Morality in Business Reconsidered


Morality in Business Reconsidered

Morality in business has multiple faces, each playing its own special role in ensuring business success. The most familiar face is known as “business ethics,” correctly considered to be the prudent voice that warns us to stay out of trouble. When adhered to, such moral codes as “don’t cheat, don’t steal, don’t bribe, don’t discriminate, don’t sexually harass your employees” work to rein in impulses that could be hazardous to one’s business (and one’s career) if left unchecked. In addition to legal and civil penalties that may result from being caught red-handed in an outright offense, there is the matter of one’s reputation. It does no one in business good to become known as a shady character. Organizations too must guard their public images. As any good public relations firm knows, a clean ethical slate is a precious asset for any company, as valuable as an irreplaceable piece of property.

Another familiar way of acknowledging the moral dimension in business is through philanthropic giving. Many businesspeople donate to philanthropic causes, such as charity for the needy and support for education or the arts. Often this is done with an eye to one’s reputation: a person, or a company, can try to build (or, in some cases, repair) an image of integrity through generous philanthropic giving. And for many who give, the impulse is genuine, stemming from a sense of social responsibility. As a rule, philanthropic giving comes after the business has made rich profit. It is not part and parcel of the profit making itself.

These first two dimensions of business morality—ethics and philanthropic giving—are familiar because their benefits to self and society are so evident. It is clear to most people that unethical business practices need to be constrained because they place careers at risk, harm the public, and undermine business relationships. It is just as clear that charitable behavior not only improves the community but also elevates one’s place in it. Both moral dimensions contribute directly to the enlightened interests of anyone who wishes to build an enduring business career.

But two other, less familiar, moral dimensions are also central to business success. One is a way of using moral purposes as a source of fruitful ideas, and the other is a way of collaborating based on principles of empathy, perspective-taking, and the Golden Rule. These dimensions contribute directly to the capacity for successful accomplishment in business; indeed, they are generative of most cutting- edge work. But they are not often noted (with some prominent exceptions), because few who rely on these moral dimensions trumpet them; in fact, people may not be fully aware of the role of these principles in their own success. These two dimensions are the elements of morality that are responsible for the proactive promotion of positive initiatives, in contrast to the negative avoidance of ethical breaches that we often think of when we use the term moral conduct.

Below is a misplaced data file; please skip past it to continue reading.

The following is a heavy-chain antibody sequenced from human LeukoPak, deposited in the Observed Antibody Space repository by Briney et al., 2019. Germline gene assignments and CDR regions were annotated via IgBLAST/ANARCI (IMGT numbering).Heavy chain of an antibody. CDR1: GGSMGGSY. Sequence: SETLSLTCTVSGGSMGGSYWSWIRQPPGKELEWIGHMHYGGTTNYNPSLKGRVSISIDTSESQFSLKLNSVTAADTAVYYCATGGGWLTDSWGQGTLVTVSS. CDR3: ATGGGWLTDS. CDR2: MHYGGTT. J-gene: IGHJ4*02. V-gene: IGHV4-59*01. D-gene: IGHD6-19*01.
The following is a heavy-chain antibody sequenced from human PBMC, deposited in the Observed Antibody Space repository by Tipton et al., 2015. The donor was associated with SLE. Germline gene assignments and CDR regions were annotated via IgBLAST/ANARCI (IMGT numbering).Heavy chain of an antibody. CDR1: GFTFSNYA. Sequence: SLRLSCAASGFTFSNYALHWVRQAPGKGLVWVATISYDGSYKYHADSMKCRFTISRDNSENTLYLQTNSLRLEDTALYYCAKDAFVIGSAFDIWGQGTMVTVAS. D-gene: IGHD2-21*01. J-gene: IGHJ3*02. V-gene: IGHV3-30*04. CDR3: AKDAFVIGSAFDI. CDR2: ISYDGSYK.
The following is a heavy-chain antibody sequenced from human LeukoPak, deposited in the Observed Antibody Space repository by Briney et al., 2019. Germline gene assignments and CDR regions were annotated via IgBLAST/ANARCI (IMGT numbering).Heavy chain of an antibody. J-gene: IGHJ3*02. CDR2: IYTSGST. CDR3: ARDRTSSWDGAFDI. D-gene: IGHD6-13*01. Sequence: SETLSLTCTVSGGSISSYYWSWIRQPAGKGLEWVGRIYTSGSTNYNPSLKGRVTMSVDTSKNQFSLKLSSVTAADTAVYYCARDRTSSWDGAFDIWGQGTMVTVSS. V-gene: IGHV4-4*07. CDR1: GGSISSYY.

A positive initiative may be as simple as an urge to serve customers better by bringing them a less expensive product, or it may be as complex as wanting to wire every neighborhood on earth for computing. There is a sense of purpose at the heart of every great business success. Of course, people in business have many other motives and inclinations too, including a desire to make lots of money, to prove oneself, to gain social status and control, to work on something interesting, to have fun, and so on. As I noted in the book’s Introduction, I am not claiming pure moral motives. Rather, I am pointing out that a moral purpose always plays some role, because it is needed for creating and sustaining the innovation that achieves success.

The four roles of morality in business that I noted—the two familiar ways (protective and charitable) and the two less recognized ways (proactive moral imagination and empathy-based relationships)—represent distinct but complementary means of moral advantage. In this book, I devote a chapter to each dimension. I first introduce the aspect of the moral imagination (in Chapter 3) and follow that with empathy (Chapter 4), ethics (Chapter 5), and finally philanthropy (Chapter 6). I have chosen this order to indicate the developmental sequence through which morality in business typically unfolds, as I explain next.